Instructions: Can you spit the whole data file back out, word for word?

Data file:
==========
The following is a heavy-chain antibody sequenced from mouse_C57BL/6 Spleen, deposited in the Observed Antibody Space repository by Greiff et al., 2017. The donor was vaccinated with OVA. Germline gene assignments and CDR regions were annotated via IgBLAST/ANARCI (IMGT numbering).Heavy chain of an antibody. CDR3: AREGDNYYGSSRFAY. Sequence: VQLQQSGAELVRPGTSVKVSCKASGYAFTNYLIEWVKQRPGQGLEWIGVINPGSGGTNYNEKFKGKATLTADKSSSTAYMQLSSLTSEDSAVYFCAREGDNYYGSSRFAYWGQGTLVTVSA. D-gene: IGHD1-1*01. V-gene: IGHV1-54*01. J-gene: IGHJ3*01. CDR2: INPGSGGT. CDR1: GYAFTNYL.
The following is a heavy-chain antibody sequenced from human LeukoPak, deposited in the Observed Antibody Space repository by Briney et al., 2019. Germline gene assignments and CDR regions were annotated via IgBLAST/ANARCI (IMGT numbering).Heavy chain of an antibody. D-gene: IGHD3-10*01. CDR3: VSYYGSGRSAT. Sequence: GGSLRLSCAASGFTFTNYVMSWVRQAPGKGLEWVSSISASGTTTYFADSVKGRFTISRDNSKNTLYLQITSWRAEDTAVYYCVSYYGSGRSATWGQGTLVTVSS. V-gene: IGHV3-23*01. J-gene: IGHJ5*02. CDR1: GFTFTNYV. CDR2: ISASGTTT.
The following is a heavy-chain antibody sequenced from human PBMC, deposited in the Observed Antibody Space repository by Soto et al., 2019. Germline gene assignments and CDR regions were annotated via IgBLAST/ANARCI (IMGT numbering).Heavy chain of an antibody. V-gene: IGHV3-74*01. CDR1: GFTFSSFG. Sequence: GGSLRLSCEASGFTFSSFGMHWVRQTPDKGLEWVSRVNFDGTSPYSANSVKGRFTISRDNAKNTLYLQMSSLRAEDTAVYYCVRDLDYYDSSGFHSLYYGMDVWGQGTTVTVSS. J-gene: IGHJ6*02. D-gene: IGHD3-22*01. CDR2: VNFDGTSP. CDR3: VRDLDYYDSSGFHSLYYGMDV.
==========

The following is a heavy-chain antibody sequenced from mouse_C57BL/6 Spleen, deposited in the Observed Antibody Space repository by Greiff et al., 2017. The donor was vaccinated with OVA. Germline gene assignments and CDR regions were annotated via IgBLAST/ANARCI (IMGT numbering).Heavy chain of an antibody. CDR3: AREGDNYYGSSRFAY. Sequence: VQLQQSGAELVRPGTSVKVSCKASGYAFTNYLIEWVKQRPGQGLEWIGVINPGSGGTNYNEKFKGKATLTADKSSSTAYMQLSSLTSEDSAVYFCAREGDNYYGSSRFAYWGQGTLVTVSA. D-gene: IGHD1-1*01. V-gene: IGHV1-54*01. J-gene: IGHJ3*01. CDR2: INPGSGGT. CDR1: GYAFTNYL.
The following is a heavy-chain antibody sequenced from human LeukoPak, deposited in the Observed Antibody Space repository by Briney et al., 2019. Germline gene assignments and CDR regions were annotated via IgBLAST/ANARCI (IMGT numbering).Heavy chain of an antibody. D-gene: IGHD3-10*01. CDR3: VSYYGSGRSAT. Sequence: GGSLRLSCAASGFTFTNYVMSWVRQAPGKGLEWVSSISASGTTTYFADSVKGRFTISRDNSKNTLYLQITSWRAEDTAVYYCVSYYGSGRSATWGQGTLVTVSS. V-gene: IGHV3-23*01. J-gene: IGHJ5*02. CDR1: GFTFTNYV. CDR2: ISASGTTT.
The following is a heavy-chain antibody sequenced from human PBMC, deposited in the Observed Antibody Space repository by Soto et al., 2019. Germline gene assignments and CDR regions were annotated via IgBLAST/ANARCI (IMGT numbering).Heavy chain of an antibody. V-gene: IGHV3-74*01. CDR1: GFTFSSFG. Sequence: GGSLRLSCEASGFTFSSFGMHWVRQTPDKGLEWVSRVNFDGTSPYSANSVKGRFTISRDNAKNTLYLQMSSLRAEDTAVYYCVRDLDYYDSSGFHSLYYGMDVWGQGTTVTVSS. J-gene: IGHJ6*02. D-gene: IGHD3-22*01. CDR2: VNFDGTSP. CDR3: VRDLDYYDSSGFHSLYYGMDV.